Prerna Seth: Alternative Energy and Livelihoods

Fellowship, Programs, Progress Reports

SEPT 15, 2008 – MAR 15, 2009

Prerna Seth, August 2008 Fellow
Jansamarth, New Delhi

dsc07399Background and Project Vision

Jansamarth is an organisation that has been working on developing micro-hydro power plants in 6 remote villages of the Tehri Garhwal region of Uttrakhand for the past 2 years. This is a UNDP funded project that aims at improving livelihoods of these mountain communities using renewable energy and local resources.

A first 40kW micro-hydro power plant was installed in the village of Agunda in the Budhakedarnath region by Jansamarth in Dec 2008 and is now being used to produce electricity in the village. There are various agro-processing and wool-processing machines that have been provided by the organisation in the hope of trying to provide local employment opportunities and improve livelihoods. The agro-processing machines are

1.    Rice mill
2.    Wheat mill
3.    Oil mill

The wool-processing machines are –

1.    Carding machine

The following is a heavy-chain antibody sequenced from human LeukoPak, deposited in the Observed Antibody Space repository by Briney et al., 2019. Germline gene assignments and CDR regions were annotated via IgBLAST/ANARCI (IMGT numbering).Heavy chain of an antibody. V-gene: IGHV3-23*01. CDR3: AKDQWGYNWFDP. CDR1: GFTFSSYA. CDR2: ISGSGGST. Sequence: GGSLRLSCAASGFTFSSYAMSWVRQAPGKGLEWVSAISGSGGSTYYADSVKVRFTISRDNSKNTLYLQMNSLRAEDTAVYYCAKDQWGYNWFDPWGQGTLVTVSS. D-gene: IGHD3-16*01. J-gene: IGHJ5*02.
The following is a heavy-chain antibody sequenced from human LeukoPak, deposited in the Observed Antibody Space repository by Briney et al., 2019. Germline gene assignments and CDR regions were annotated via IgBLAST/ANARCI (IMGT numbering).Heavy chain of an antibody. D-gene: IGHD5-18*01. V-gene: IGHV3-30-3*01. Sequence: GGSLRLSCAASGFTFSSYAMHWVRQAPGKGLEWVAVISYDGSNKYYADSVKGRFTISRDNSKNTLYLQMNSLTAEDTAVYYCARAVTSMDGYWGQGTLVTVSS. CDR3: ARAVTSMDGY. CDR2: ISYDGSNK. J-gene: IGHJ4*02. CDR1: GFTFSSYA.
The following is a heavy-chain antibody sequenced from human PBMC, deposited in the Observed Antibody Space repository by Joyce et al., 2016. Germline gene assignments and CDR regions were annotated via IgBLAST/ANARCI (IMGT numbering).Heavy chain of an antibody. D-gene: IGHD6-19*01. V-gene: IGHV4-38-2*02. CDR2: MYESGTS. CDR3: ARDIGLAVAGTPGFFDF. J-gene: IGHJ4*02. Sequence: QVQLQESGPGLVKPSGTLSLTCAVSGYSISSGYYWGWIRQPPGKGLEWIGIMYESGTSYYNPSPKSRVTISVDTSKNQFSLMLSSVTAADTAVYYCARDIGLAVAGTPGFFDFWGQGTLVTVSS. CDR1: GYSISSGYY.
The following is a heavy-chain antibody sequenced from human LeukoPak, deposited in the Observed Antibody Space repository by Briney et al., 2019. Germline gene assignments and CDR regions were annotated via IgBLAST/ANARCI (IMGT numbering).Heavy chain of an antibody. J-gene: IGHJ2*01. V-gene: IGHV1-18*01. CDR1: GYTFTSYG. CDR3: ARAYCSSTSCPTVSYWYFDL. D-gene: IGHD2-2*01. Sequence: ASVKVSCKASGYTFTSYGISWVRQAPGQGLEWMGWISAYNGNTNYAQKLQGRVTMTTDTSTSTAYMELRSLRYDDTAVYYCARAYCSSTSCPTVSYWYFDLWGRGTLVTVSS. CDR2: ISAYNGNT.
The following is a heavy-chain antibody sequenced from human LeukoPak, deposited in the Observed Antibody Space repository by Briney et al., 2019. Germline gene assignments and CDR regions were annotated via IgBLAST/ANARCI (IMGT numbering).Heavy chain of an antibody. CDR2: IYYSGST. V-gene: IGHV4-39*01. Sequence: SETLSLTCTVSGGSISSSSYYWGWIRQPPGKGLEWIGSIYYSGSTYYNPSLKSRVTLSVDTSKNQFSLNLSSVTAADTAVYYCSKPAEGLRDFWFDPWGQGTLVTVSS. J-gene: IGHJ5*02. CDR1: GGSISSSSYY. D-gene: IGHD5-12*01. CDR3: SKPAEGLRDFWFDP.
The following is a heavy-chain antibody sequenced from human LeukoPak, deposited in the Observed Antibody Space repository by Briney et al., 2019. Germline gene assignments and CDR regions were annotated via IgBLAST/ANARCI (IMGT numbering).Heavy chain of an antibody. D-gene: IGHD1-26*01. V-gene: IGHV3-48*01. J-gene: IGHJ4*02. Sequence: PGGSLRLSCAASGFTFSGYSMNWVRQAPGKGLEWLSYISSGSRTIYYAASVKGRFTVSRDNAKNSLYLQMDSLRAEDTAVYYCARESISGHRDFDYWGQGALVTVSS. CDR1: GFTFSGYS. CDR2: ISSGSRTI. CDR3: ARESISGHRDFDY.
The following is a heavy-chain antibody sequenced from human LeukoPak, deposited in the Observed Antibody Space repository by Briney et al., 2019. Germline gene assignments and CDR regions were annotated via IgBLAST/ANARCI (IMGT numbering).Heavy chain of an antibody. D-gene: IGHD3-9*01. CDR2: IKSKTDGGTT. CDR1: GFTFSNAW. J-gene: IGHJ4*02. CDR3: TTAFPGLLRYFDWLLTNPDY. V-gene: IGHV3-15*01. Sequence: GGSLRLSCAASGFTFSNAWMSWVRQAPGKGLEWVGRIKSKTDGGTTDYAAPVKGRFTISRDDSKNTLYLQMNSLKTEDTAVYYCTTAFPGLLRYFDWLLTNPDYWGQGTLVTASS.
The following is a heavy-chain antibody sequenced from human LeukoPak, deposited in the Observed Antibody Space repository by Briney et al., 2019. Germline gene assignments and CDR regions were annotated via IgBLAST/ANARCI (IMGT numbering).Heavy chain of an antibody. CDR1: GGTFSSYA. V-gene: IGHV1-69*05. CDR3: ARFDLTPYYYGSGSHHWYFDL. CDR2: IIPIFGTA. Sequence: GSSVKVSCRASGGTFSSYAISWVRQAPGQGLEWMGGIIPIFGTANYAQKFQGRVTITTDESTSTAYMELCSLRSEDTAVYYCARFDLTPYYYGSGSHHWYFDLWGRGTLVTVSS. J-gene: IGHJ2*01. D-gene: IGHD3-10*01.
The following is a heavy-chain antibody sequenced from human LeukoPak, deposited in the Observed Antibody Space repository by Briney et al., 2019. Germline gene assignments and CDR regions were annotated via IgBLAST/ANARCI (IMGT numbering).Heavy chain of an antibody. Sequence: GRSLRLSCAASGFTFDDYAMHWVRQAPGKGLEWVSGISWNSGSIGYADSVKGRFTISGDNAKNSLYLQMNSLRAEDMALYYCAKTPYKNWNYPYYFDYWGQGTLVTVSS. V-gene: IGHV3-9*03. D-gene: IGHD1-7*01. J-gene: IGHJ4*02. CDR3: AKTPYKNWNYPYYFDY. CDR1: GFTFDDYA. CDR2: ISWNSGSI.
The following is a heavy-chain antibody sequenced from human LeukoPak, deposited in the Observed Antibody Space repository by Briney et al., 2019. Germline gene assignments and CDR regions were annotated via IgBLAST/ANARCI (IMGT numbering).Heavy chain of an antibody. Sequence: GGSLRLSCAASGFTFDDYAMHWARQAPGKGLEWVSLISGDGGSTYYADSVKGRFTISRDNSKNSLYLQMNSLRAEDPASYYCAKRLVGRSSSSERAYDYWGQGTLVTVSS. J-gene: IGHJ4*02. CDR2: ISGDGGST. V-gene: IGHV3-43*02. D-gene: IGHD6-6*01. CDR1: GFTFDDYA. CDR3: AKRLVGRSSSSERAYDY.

2.    Electrical spinning wheels (3)
In 2006, Jansamarth organised a grassroots engineers training in which two young men from Agunda were trained in basic electrical work and running of the hydro power plant. Apart from this, in January 2008, Jansamarth organised a namda (felt rugs) making training in Panipat. Two men from the village are trained in using the carding machine and making felt rugs.

I joined Jansamarth as an Indicorps Fellow in September 2008 with the aim of enhancing their income generation activities using wool and find new ways to use other local resources as a means of income generation. I was supposed to nurture local entrepreneurship and develop sustainable business models for the various income generation activities.